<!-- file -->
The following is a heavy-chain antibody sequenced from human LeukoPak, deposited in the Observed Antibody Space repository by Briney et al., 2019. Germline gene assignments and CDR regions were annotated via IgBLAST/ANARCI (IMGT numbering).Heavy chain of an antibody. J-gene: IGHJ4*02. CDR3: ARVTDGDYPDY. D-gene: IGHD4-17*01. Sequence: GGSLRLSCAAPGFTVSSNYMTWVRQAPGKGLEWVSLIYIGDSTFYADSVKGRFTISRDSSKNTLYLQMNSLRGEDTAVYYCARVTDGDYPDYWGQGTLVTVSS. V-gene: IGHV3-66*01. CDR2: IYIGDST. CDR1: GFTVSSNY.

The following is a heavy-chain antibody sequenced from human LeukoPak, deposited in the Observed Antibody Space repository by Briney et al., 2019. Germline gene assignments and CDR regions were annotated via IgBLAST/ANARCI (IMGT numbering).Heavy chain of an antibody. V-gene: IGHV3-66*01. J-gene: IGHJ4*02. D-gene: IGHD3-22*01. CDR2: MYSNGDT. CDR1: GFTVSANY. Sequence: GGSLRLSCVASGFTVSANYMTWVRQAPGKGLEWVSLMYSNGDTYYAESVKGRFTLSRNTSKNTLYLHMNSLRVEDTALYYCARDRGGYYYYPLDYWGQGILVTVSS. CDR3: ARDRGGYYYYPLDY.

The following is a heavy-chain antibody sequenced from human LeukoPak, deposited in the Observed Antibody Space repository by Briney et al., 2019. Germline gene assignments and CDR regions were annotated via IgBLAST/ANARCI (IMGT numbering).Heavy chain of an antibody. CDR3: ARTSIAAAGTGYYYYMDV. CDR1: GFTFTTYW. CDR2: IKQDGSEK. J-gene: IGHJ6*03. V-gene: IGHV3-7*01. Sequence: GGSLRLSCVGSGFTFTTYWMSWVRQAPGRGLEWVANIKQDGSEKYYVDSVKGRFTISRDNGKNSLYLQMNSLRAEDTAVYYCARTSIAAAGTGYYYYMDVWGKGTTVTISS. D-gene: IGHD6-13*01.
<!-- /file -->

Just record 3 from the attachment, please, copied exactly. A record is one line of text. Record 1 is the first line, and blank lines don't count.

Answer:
The following is a heavy-chain antibody sequenced from human LeukoPak, deposited in the Observed Antibody Space repository by Briney et al., 2019. Germline gene assignments and CDR regions were annotated via IgBLAST/ANARCI (IMGT numbering).Heavy chain of an antibody. CDR3: ARTSIAAAGTGYYYYMDV. CDR1: GFTFTTYW. CDR2: IKQDGSEK. J-gene: IGHJ6*03. V-gene: IGHV3-7*01. Sequence: GGSLRLSCVGSGFTFTTYWMSWVRQAPGRGLEWVANIKQDGSEKYYVDSVKGRFTISRDNGKNSLYLQMNSLRAEDTAVYYCARTSIAAAGTGYYYYMDVWGKGTTVTISS. D-gene: IGHD6-13*01.